Botox Effective in Real-World Settings to Prevent Migraine, Study Says

March 21, 2019

OnabotulinumtoxinA (Botox) showed a sustained reduction in headache-day frequency and significant improvement in quality-of-life measures in patients with chronic migraine followed for 2 years, according to a recent study looking at real-world effects.

Real-world preventive treatment of chronic migraine with onabotulinumtoxinA (Botox) showed a sustained reduction in headache-day frequency and significant improvement in quality-of-life measures, according to a recent study looking at results over 2 years.

In the REPOSE study (REal-life use of botulinum toxin for the symptomatic treatment of adults with chronic migraine, measuring healthcare resource utilization, and Patient-reported OutcomeS observed in practice), patients received an injection every 12 weeks. The study was a European, open-label, multicenter, prospective, noninterventional study.

Of 641 patients enrolled, 633 received at least 1 dose of onabotulinumtoxinA for a total of 3499 treatment sessions. At baseline, mean (SD) age was 45.4 (11.7) years; most patients were women (85.3%). Injection practices closely followed the packaging insert in mean dosage (155.1 U) and injection sites per session (31.4), with the exception of a prolongation of the recommended 12-week dosing interval, with 79.1% of patients receiving at least 1 treatment session that was more than 13 weeks after the previous treatment session.

Headache-day frequency was reduced from a baseline mean (SD) of 20.6 (5.4) days to 7.4 (6.6) days at administration visit 8 (P <.001). Each domain on the Migraine-Specific Quality-of-Life Questionnaire—restrictive, preventive, and emotional—was significantly reduced from baseline through each administration visit (P <.001).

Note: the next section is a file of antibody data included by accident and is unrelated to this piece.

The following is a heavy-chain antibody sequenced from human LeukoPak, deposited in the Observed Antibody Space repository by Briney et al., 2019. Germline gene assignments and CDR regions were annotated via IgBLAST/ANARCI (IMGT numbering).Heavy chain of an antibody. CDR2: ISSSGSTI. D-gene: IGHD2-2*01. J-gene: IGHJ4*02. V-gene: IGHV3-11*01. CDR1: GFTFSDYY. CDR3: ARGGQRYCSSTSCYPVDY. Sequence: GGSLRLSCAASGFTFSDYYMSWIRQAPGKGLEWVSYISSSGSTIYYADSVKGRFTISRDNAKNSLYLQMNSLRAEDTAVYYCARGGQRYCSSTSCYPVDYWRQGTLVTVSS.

In addition, the median EuroQol 5-Dimension Questionnaire total and health state scores were significantly improved from baseline through each administration visit (P <.001).

Overall, 18.3% of patients reported an adverse drug reaction (ADR). Most ADRs were mild to moderate, with only 1.3% of patients reporting a serious ADR. Eyelid ptosis (5.4%), neck pain (2.8%), and musculoskeletal stiffness (2.7%) were the most frequently reported ADRs.

No new safety concerns were identified.

Other preventative treatments for migraine include calcitonin gene-related peptide inhibitors. Earlier this year, the American Headache Society noted that Botox does not require a gradual dose escalation for injectable use and has a rapid onset of benefits.

Reference

Ahmed F, Gaul C, García-Moncó JC, Sommer K, Martelletti P. An open-label prospective study of the real-life use of onabotulinumtoxinA for the treatment of chronic migraine: the REPOSE study [published online March 7, 2019]. J Headache Pain.&#8239;doi: 10.1186/s10194-019-0976-1.